The aggressiveness stat loses some of its luster when one considers Tua’s pass-catching corps in Miami, composed largely of guys who create very little separation. Last year, for instance, DeVante Parker -- now a Patriot -- was dead last among NFL pass catchers in average separation (1.7 yards). Mike Gesicki (3.3) created as much separation as Jared Cook in 2021. Preston Williams has never been a separation leader -- far from it. Jaylen Waddle, as you may have expected, has been the exception for Miami, ranking in the top-25 wideouts in average separation.
Certainly average separation is not an end-all-be-all statistic; plenty of good pass catchers have exceedingly low separation numbers. But there’s reason to believe Tagovailoa’s aggressiveness measurements are at least partly skewed by his lumbering receivers and tight ends, sans Waddle.
One thing’s for sure in the raging online Tua debates. Whether it’s his preference, his limitations, or the Dolphins’ offensive scheme, Tagovailoa as a pro has never been one to force the ball downfield. In 2021, a meager 7.5 percent of Tagovailoa’s attempts traveled more than 20 yards, third-lowest among QBs (only Daniel Jones and Andy Dalton had lower rates). He was hardly horrendous as a deep passer; Pro Football Focus graded Tua as the 21st best downfield passer in 2021, alongside guys like Derek Carr and Jalen Hurts. And he had the league’s third-best downfield passing completion rate (48.3 percent), trailing only Justin Herbert and Kyler Murray. Those quarterbacks, of course, had about twice as many deep ball tries as Tagovailoa.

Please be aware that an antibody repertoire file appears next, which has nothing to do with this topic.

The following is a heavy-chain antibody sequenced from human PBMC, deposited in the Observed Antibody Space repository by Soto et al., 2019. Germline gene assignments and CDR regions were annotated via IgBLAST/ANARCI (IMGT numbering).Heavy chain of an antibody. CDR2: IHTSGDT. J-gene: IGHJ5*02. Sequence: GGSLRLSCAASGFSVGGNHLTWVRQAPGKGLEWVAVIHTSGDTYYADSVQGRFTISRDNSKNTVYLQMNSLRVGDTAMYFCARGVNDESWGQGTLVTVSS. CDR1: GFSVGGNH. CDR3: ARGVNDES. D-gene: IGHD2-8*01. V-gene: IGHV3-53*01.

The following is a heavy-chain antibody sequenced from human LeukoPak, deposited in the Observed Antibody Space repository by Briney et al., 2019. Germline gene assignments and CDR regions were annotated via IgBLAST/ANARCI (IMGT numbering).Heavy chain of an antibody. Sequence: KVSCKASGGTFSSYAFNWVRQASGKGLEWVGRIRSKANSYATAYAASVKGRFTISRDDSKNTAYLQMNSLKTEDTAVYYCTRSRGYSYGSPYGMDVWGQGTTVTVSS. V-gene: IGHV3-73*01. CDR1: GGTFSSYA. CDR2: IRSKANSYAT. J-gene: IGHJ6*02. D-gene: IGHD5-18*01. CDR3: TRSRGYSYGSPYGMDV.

Then there’s Tua’s average intended air yards per attempt in his second NFL season, a measurement that puts the Dolphins quarterback among football’s most conservative passers.